Cannabis legalisation a mental health risk, says Rethink

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Moves to legalise cannabis risk ‘fuelling the nation’s mental health crisis’, the charity Rethink Mental Illness has warned.

While it recognises the ‘strong arguments’ for legislative change, more needs to be done to determine if legalisation would increase levels of public harm, the charity states.

Use of high-potency cannabis can increase the likelihood of developing psychosis, the charity warns. The organisation is urging policy makers to make sure that the debate around legalising the drug for recreational use reflects the possible impact on the most vulnerable and those living with – or at risk of – severe mental illness. It wants to see more research and consultation, as well as deterrent pricing policies, safeguards against aggressive marketing and measures to regulate strength in order to avoid a ‘huge financial burden on the system’.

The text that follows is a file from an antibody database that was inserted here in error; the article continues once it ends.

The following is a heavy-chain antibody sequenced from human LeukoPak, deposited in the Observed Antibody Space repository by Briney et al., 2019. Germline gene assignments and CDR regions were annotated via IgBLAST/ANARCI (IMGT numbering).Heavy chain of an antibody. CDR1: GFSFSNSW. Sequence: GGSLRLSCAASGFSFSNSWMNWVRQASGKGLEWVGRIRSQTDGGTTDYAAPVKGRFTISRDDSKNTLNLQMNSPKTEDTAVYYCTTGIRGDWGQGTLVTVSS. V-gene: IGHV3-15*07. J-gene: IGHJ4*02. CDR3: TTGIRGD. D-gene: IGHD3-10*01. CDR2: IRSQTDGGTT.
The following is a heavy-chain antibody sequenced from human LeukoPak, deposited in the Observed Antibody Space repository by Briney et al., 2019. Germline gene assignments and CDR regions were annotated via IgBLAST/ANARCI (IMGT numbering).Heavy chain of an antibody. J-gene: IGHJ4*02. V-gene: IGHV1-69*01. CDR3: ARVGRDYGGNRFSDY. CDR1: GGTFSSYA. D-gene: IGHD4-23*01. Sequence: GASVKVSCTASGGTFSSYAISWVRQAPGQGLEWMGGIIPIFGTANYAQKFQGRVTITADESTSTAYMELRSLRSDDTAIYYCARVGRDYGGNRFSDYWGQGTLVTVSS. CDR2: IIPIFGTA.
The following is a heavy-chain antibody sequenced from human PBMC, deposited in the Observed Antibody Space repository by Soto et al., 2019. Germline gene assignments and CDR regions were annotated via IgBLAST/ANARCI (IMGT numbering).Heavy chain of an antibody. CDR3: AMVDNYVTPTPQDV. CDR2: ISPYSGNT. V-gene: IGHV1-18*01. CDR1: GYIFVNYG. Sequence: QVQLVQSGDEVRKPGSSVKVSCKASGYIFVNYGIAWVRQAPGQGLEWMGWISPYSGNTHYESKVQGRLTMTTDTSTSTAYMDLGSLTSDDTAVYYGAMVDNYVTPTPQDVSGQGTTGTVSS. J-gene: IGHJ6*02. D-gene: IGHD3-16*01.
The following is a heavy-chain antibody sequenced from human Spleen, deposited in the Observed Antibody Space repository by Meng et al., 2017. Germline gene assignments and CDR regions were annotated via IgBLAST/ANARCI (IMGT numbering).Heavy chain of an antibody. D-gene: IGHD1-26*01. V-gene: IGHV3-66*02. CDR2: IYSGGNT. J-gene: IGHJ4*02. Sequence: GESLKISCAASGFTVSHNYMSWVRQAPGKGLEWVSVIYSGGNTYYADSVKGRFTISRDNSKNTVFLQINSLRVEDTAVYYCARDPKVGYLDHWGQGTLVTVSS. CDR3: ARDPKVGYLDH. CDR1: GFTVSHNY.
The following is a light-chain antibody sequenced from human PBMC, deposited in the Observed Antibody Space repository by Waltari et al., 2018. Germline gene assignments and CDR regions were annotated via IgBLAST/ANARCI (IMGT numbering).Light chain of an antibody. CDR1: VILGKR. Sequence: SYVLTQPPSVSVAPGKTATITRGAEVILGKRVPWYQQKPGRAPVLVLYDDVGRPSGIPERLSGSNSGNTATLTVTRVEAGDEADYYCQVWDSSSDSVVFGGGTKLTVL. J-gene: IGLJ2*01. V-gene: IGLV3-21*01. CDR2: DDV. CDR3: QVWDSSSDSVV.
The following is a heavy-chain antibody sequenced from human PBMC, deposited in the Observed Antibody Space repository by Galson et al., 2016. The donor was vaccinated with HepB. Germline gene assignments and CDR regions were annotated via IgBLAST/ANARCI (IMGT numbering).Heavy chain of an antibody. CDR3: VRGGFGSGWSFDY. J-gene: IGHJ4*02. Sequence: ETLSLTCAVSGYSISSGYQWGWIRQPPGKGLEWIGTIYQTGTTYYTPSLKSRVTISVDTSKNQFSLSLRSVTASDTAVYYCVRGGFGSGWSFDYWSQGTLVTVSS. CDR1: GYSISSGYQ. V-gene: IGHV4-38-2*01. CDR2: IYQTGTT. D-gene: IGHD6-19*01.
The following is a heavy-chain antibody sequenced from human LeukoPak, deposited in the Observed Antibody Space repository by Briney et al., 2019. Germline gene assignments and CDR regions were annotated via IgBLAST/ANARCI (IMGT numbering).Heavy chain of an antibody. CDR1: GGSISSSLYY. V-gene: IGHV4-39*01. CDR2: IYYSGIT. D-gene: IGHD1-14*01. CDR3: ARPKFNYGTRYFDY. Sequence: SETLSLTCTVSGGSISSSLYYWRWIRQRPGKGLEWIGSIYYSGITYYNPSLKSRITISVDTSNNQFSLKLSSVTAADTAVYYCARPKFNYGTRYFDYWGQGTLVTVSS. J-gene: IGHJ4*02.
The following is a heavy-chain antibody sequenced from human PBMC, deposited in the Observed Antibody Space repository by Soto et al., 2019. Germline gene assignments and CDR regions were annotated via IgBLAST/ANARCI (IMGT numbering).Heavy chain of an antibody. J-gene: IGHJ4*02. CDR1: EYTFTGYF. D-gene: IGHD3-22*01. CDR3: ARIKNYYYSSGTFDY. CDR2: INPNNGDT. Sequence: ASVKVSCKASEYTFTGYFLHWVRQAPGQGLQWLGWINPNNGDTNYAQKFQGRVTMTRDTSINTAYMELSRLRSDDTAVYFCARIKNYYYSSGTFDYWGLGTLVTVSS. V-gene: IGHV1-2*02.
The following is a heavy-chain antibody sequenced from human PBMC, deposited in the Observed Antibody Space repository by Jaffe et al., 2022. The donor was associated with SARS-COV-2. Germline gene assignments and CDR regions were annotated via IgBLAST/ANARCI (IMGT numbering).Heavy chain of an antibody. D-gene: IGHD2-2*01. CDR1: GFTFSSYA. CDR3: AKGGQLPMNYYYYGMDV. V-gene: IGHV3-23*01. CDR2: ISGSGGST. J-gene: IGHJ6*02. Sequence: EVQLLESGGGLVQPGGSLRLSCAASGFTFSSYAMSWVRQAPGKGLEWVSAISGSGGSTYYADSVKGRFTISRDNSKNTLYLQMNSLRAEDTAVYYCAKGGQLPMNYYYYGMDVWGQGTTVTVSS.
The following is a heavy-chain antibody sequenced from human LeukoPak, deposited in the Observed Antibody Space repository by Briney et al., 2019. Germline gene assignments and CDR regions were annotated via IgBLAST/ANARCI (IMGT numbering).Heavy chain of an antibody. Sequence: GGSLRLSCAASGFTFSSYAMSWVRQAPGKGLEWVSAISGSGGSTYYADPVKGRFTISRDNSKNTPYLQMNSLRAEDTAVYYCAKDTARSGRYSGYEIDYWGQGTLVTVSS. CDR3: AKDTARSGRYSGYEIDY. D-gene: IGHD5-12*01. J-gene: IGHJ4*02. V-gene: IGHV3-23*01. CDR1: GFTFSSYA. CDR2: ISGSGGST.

A YouGov poll commissioned by Rethink found that almost half of respondents were unaware of the drug’s association with increased risk of psychosis, while almost 20 per cent were unaware of any health risks.

‘One third of all new patients diagnosed with psychosis in London would not have got ill if they hadn’t used high-potency cannabis,’ said chair of the Rethink Mental Illness clinical advisory group, Sir Robin Murray. While it was tempting to look at overseas models, US states that had legalised cannabis for recreational purposes had seen ‘an increase in the use and potency of cannabis, and even more cannabis-related problems,’ he stated. ‘Here in the UK we need a very careful review of our laws so that any revision does not make our problems worse.’

‘We recognise the problems with the current law,’ added deputy CEO Brian Dow. ‘In seeking to overcome the current problems of criminalisation, we must guard against inadvertently creating a public health emergency. This debate has already been given a lot of airtime, but people are less eager to confront the potential impact of legalisation on some of the most vulnerable people in society. We need to redefine the debate.’